|Autosnelweg A200 / Autoweg N200 in the Netherlands|
|Overall length:||12 km|
The Rijksweg 200 begins as provinciale away N200 in Amsterdam at the exit of the Amsterdam ring road A10 to stadsroute s103. The road runs straight to Halfweg in the municipality of Haarlemmerliede en Spaarnwoude . From there, the connection continues as the A200 motorway and passes under the Rijksweg A9 at the knooppunt Rottepolderplein . The motorway section ends shortly before Haarlem and from here on the name is again N200. After the traffic route has crossed the center of Haarlem, it runs via Overveen and Bloemendaal aan Zee in the municipality of Bloemendaal to Zandvoort .
Section Amsterdam – Haarlem
The eastern part of Rijksweg 200 extends in an almost straight line between the Haarlemmerpoort city gate on the western edge of the Amsterdam canal belt and the Amsterdamse Poort city gate in Haarlem. The road here follows the Haarlemmertrekvaart canal, which is largely still visible today . Along this waterway, which was opened in 1632, there was a towpath that was paved in 1762 and formed the historical predecessor of the Haarlemmerweg road connection . West of Halfweg, the route is usually referred to as the Amsterdamseweg and the canal as the Amsterdamsevaart . Until the Haarlemmermeer was drained in 1852, the route via Halfweg was the only land connection between Amsterdam and Haarlem, along with Spaarndammerdijk further north .
As the Haarlemmerweg was expanded several times, the road became more and more important compared to the shipping industry that dominated here in the 18th and 19th centuries. After the Amsterdam – Haarlem railway (later part of the Amsterdam – Rotterdam railway ), which ran parallel to the route, was opened in 1839 , shipping on the canal became increasingly meaningless and eventually stopped. In 1904 the tram line Amsterdam – Haarlem – Zandvoort was opened, which also ran along the Haarlemmerweg.
Due to the increase in private transport since the 1950s, further expansion measures were carried out on today's Rijksweg 200. By 1962, the rails of the tram line, which had been closed five years earlier, were removed. In 1966, the expansion began in two directions, and in the following year the knooppunt Rottepolderplein interchange , a connection to the A9 motorway, was built . After the Amsterdamsevaart had been drained to Halfweg, other multi-lane sections followed. The original name Rijksweg A5 / N5 was changed to A200 / N200 in the early 1990s. Although three-digit Dutch motorways are provincial roads , the A200 is still administered at the national level to this day. The designation A5 was newly assigned for a connection opened in 2003 between the A9 and the A4 .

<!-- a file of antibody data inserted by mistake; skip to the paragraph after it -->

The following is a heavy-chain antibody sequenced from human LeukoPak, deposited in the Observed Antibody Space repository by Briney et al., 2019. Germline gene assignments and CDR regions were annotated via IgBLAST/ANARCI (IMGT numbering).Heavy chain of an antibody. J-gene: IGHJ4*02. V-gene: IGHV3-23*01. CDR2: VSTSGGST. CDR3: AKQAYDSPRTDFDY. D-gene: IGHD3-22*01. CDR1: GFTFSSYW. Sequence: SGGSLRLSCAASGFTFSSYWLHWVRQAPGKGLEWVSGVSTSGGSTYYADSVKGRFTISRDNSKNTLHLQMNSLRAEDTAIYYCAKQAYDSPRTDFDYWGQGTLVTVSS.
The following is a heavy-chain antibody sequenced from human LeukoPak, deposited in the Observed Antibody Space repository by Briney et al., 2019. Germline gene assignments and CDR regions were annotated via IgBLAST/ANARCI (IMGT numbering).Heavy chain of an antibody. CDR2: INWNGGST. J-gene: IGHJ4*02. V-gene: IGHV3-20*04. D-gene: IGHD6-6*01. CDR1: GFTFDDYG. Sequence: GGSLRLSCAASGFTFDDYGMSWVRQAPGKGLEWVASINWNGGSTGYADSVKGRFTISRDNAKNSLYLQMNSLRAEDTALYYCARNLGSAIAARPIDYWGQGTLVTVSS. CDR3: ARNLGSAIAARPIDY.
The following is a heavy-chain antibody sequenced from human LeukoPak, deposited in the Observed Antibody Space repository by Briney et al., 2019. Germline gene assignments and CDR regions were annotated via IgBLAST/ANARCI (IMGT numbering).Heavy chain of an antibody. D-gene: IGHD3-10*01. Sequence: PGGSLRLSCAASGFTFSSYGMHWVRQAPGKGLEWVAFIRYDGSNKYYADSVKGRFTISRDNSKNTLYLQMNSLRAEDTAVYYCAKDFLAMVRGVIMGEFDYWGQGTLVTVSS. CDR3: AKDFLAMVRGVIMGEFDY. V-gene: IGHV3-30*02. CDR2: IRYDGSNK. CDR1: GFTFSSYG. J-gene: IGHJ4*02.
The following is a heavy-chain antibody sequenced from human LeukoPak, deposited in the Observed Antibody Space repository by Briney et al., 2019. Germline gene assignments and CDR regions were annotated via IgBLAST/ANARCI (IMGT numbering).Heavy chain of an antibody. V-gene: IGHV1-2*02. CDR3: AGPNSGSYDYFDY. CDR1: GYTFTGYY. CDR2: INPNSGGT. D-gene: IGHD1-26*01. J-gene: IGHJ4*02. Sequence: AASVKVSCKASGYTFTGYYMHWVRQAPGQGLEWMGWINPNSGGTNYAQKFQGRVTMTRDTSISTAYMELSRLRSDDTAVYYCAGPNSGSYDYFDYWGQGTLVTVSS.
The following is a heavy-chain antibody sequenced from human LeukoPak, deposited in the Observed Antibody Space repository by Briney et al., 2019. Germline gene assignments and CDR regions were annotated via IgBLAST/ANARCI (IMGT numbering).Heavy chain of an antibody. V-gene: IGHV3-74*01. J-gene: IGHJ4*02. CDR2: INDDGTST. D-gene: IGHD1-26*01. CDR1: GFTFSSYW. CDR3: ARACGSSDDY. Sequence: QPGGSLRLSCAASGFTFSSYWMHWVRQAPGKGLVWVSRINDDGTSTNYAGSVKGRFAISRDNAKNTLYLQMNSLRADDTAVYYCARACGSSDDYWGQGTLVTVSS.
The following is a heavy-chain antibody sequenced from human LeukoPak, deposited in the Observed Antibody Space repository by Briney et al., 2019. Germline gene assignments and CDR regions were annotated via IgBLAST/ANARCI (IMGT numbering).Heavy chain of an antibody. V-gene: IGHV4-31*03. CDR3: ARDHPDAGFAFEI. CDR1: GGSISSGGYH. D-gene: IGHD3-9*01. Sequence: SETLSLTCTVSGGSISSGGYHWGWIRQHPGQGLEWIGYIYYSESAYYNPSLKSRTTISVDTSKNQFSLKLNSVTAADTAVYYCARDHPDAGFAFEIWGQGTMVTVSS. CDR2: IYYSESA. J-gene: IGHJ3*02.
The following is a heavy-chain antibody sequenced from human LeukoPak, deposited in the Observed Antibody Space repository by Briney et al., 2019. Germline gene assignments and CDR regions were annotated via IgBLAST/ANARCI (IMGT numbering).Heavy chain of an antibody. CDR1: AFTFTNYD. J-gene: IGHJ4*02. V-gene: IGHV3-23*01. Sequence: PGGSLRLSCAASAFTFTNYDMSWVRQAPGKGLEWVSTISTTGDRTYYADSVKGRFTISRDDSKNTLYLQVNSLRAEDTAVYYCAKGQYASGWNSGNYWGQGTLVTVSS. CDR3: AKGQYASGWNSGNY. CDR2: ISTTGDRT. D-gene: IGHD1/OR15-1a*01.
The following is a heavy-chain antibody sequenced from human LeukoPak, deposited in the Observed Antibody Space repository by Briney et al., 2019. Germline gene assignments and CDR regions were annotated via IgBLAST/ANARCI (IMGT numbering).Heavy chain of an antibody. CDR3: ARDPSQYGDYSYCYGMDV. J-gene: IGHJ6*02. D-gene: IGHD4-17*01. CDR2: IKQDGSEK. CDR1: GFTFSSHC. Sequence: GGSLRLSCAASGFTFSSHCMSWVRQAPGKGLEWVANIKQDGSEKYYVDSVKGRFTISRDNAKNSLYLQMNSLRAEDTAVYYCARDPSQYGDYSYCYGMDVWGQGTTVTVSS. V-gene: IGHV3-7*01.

The A200 / N200 is one of the most used connections between Amsterdam and Haarlem today. While the route is used by numerous commuters during the week, many visitors to the seaside resorts of Bloemendaal and Zandvoort ensure brisk traffic on warm weekends. Especially at the connections in Haarlem, Halfweg and Amsterdam that are not free of intersections, traffic jams that run for kilometers form almost every day.
Haarlem – Zandvoort section
In Haarlem, the N200 turns north in front of the Amsterdamse Poort city gate , and after a few hundred meters follows the Amsterdam – Rotterdam railway line in a westerly direction. The line passes the Haarlem train station before passing under the Haarlem – Uitgeest railway line and crosses the town of Overveen (municipality of Bloemendaal). In the urban area, the N200 is under the administration of the municipalities of Haarlem and Bloemendaal.
The further route to Bloemendaal aan Zee is also called the Zeeweg . Landscape architect Leonard Anthony Springer planned the street, which opened on June 25, 1921. The original plans to also build a tram here were not implemented. The last kilometers to Zandvoort are covered on a beach boulevard along the North Sea coast . The N200 ends at a roundabout at the Circuit Park Zandvoort race track .